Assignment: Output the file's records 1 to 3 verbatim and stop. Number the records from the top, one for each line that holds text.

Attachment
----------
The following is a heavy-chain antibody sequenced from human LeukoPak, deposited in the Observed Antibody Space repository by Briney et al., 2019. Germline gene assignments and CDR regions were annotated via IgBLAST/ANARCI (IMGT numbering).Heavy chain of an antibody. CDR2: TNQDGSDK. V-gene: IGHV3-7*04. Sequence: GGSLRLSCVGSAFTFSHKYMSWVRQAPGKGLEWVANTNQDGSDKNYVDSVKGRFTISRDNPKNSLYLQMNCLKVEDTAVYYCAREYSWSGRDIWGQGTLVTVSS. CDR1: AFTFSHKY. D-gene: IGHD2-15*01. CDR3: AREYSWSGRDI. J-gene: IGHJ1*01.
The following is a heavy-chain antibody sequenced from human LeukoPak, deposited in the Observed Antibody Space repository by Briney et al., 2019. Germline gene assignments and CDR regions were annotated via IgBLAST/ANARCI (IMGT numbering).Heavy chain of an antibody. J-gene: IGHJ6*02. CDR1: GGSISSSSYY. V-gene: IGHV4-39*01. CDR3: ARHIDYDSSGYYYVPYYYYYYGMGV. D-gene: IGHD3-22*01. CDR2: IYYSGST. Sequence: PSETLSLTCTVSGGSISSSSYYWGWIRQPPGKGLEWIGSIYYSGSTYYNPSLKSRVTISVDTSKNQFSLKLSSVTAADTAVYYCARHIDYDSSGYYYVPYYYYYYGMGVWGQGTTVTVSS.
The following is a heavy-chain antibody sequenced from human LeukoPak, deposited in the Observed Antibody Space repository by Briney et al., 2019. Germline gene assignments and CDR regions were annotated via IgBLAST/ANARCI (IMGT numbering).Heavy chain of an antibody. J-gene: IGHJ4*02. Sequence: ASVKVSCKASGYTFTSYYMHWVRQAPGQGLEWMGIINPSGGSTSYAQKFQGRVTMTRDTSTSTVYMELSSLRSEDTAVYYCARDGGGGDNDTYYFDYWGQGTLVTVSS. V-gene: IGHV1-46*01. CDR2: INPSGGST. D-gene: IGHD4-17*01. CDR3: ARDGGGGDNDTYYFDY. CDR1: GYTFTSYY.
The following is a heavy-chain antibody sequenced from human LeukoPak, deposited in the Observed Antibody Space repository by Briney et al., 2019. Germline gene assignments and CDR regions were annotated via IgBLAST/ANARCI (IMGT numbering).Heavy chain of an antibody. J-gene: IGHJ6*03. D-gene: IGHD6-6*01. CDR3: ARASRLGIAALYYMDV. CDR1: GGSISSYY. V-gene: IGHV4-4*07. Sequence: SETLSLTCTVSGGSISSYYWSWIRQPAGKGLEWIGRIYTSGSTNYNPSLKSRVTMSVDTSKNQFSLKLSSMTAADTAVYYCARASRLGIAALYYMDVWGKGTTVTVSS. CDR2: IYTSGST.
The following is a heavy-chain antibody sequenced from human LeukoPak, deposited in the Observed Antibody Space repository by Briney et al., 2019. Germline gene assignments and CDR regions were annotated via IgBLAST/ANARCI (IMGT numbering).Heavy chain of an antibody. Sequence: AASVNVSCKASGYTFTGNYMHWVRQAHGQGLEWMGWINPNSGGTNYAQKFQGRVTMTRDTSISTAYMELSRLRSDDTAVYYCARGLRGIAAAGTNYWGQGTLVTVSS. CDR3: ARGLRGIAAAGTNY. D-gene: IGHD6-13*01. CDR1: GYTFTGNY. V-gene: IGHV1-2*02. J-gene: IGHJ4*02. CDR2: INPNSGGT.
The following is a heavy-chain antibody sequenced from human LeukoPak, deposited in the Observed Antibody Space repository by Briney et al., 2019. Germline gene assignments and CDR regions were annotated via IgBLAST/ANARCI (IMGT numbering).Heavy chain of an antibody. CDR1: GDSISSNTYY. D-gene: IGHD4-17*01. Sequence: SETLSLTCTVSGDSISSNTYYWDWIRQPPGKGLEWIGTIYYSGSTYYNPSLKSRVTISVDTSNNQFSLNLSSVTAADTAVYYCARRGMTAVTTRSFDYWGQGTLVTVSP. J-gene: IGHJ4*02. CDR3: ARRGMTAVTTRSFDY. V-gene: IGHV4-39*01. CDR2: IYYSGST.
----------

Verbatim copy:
The following is a heavy-chain antibody sequenced from human LeukoPak, deposited in the Observed Antibody Space repository by Briney et al., 2019. Germline gene assignments and CDR regions were annotated via IgBLAST/ANARCI (IMGT numbering).Heavy chain of an antibody. CDR2: TNQDGSDK. V-gene: IGHV3-7*04. Sequence: GGSLRLSCVGSAFTFSHKYMSWVRQAPGKGLEWVANTNQDGSDKNYVDSVKGRFTISRDNPKNSLYLQMNCLKVEDTAVYYCAREYSWSGRDIWGQGTLVTVSS. CDR1: AFTFSHKY. D-gene: IGHD2-15*01. CDR3: AREYSWSGRDI. J-gene: IGHJ1*01.
The following is a heavy-chain antibody sequenced from human LeukoPak, deposited in the Observed Antibody Space repository by Briney et al., 2019. Germline gene assignments and CDR regions were annotated via IgBLAST/ANARCI (IMGT numbering).Heavy chain of an antibody. J-gene: IGHJ6*02. CDR1: GGSISSSSYY. V-gene: IGHV4-39*01. CDR3: ARHIDYDSSGYYYVPYYYYYYGMGV. D-gene: IGHD3-22*01. CDR2: IYYSGST. Sequence: PSETLSLTCTVSGGSISSSSYYWGWIRQPPGKGLEWIGSIYYSGSTYYNPSLKSRVTISVDTSKNQFSLKLSSVTAADTAVYYCARHIDYDSSGYYYVPYYYYYYGMGVWGQGTTVTVSS.
The following is a heavy-chain antibody sequenced from human LeukoPak, deposited in the Observed Antibody Space repository by Briney et al., 2019. Germline gene assignments and CDR regions were annotated via IgBLAST/ANARCI (IMGT numbering).Heavy chain of an antibody. J-gene: IGHJ4*02. Sequence: ASVKVSCKASGYTFTSYYMHWVRQAPGQGLEWMGIINPSGGSTSYAQKFQGRVTMTRDTSTSTVYMELSSLRSEDTAVYYCARDGGGGDNDTYYFDYWGQGTLVTVSS. V-gene: IGHV1-46*01. CDR2: INPSGGST. D-gene: IGHD4-17*01. CDR3: ARDGGGGDNDTYYFDY. CDR1: GYTFTSYY.